Woman wants lawsuit reopened after learning of dirty Detroit drug cop allegations

George Hunter
The Detroit News

Detroit — Attorneys for a 64-year-old woman whose house was raided by Detroit police in 2016 are asking a judge to reopen her lawsuit against the city because they say new evidence has surfaced.

At issue is a search warrant obtained by Detroit police Officer Reginald Beasley, which allowed him to raid the home of Fanester James on Sept. 6, 2016. No drugs were found, but city attorneys insist the warrant was solid, and point out that a federal judge rejected claims to the contrary last year by tossing James' lawsuit.

James' lawyers say the matter should be given another look, based on information they learned from reading an Oct. 14 Detroit News story about a press conference in which police Chief James Craig discussed an ongoing internal affairs investigation into alleged widespread corruption in the department's narcotics unit.

Detroit police chief James Craig

During the briefing, Craig said seven officers had stepped down, one had been fired, two others suspended and two more expected to face criminal charges in the wake of the investigation that started in August 2019, when internal affairs officers raided the department's drug unit and seized computers and records.

Among other findings, Craig said the investigation had uncovered about 50 cases of officers lying on search warrant affidavits, which James' attorneys argue should prompt the reopening of their lawsuit that was dismissed by U.S. District Judge Linda Parker in December 2019.

Craig did not identify the officers involved, but James' attorneys say they'd like to know if any members of the crew that raided her house are among them.

"When we originally sued, we were unaware there was an investigation against the narcotics unit," said James' attorney, Jim Razor, who filed a motion for a ruling Tuesday in U.S. District Court.

"We're asking the judge to reopen the matter, so we can discover whether the officer involved in our case is among those who are being investigated for wrongdoing, because the officer's behavior in our case sounds like what was being alleged in (The News') story," Razor said.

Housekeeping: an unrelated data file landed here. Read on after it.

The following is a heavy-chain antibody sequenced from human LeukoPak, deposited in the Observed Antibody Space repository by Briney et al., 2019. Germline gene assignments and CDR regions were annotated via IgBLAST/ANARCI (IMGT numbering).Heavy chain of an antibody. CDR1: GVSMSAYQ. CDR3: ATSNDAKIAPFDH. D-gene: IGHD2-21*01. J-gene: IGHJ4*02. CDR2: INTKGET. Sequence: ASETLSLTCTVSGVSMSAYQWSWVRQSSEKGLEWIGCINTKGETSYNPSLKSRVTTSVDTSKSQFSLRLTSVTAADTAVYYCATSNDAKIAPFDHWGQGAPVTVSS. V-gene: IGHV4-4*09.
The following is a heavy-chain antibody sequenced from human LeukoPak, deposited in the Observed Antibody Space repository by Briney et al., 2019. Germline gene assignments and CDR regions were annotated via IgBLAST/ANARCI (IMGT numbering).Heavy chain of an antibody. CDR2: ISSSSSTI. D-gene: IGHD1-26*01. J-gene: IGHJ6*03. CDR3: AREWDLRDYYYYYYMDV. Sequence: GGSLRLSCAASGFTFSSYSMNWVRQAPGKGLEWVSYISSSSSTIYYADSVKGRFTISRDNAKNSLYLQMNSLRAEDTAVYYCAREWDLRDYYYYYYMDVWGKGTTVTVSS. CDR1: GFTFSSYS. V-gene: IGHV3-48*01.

After Parker dismissed the lawsuit, Razor and co-counsel Andrew Laurila appealed the decision, but they're now asking the federal 6th Circuit Court of Appeals to hold off on hearing the case until Parker makes her decision on whether to reopen the lawsuit. No hearing has been scheduled, Razor said.

Detroit Corporation Counsel Lawrence Garcia said James' latest motion has no merit.

"Fanester James' case was dismissed months ago," Garcia said in an email. "She appealed the dismissal of her claims, and the matter is currently on appeal.  

"Before her case was dismissed, (James) was given all the materials and information called for as a part of the discovery process in litigation," Garcia said. "I am not aware of anything that could be properly called 'new evidence' — and certainly nothing to upset the dismissal on appeal."

Since the internal DPD investigation began, Wayne County prosecutors have dismissed charges against two men whose convictions relied on tainted evidence presented by Detroit drug cops. Authorities have said they expect multiple exonerations to come from the probe.

According to court documents, in September 2016, Beasley signed a search warrant affidavit swearing that he'd received a tip from a confidential informant that marijuana was being sold out of James' house on Mackenzie Street on Detroit's west side.

Beasley said in the affidavit that he set up and watched a drug buy with the informant, who allegedly bought a "dime bag" of marijuana on the front lawn of the house. The officer wrote that he saw a man go "through the front door" of the home and return with the drugs.

"But in his deposition Beasley contradicted this by saying that the seller only entered the enclosed porch, not the 'front door,'" James' attorneys argued in a court motion. "That is, the only nexus evidenced here is between the porch, allegedly, and the seller. There was nothing connecting plaintiff’s home or plaintiff to this sale.

"While defendant Beasley testified that it is reasonable to assume drug dealers will hide drugs in porches etc., it was just as reasonable that a drug dealer from a different home utilized plaintiff’s porch for his operation and plaintiff’s home had no more drug-relatedness than anybody else. Beasley omitted this evidence from the warrant."

James' attorneys claimed that omission invalidated the warrant, but city attorneys wrote in a response to the motion: "Plaintiff argued that Officer Beasley’s warrant was invalid because it was misleading, an argument which plaintiff had the opportunity to investigate during discovery, and which (the judge) squarely addressed and rejected."

James said she was not home during the reported drug transaction on the front lawn, which city attorneys say negates her claim that there was no such purchase.

Razor said Beasley and other members of the narcotics crew injured his client during the raid.

"They bashed the door into her face, and she suffered a traumatic brain injury — all because someone supposedly had sold a dime bag," Razor said. 

Although Craig publicly discussed the findings of the internal investigation months before giving an update in his October press conference, Razor said those briefings occurred before the judge dismissed the lawsuit.

In the latest filing, James' attorneys said Craig's allegations should be enough to reopen their lawsuit.

"The facts that Beasley testified to pertaining to his use of a confidential informant, which provided the probable cause for the warrant to search plaintiff’s home, eerily mirror these corruption allegations Chief Craig publicly discussed," the filing said.